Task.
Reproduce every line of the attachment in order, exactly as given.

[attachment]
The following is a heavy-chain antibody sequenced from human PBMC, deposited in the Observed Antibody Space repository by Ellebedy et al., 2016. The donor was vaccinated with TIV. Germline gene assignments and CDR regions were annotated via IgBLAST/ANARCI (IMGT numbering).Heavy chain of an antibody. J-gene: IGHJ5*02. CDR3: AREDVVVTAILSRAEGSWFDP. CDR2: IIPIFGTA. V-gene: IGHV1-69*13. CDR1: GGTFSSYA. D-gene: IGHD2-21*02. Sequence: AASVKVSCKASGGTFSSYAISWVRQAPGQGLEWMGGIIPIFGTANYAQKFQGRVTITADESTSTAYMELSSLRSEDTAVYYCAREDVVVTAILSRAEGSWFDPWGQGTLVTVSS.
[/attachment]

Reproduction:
The following is a heavy-chain antibody sequenced from human PBMC, deposited in the Observed Antibody Space repository by Ellebedy et al., 2016. The donor was vaccinated with TIV. Germline gene assignments and CDR regions were annotated via IgBLAST/ANARCI (IMGT numbering).Heavy chain of an antibody. J-gene: IGHJ5*02. CDR3: AREDVVVTAILSRAEGSWFDP. CDR2: IIPIFGTA. V-gene: IGHV1-69*13. CDR1: GGTFSSYA. D-gene: IGHD2-21*02. Sequence: AASVKVSCKASGGTFSSYAISWVRQAPGQGLEWMGGIIPIFGTANYAQKFQGRVTITADESTSTAYMELSSLRSEDTAVYYCAREDVVVTAILSRAEGSWFDPWGQGTLVTVSS.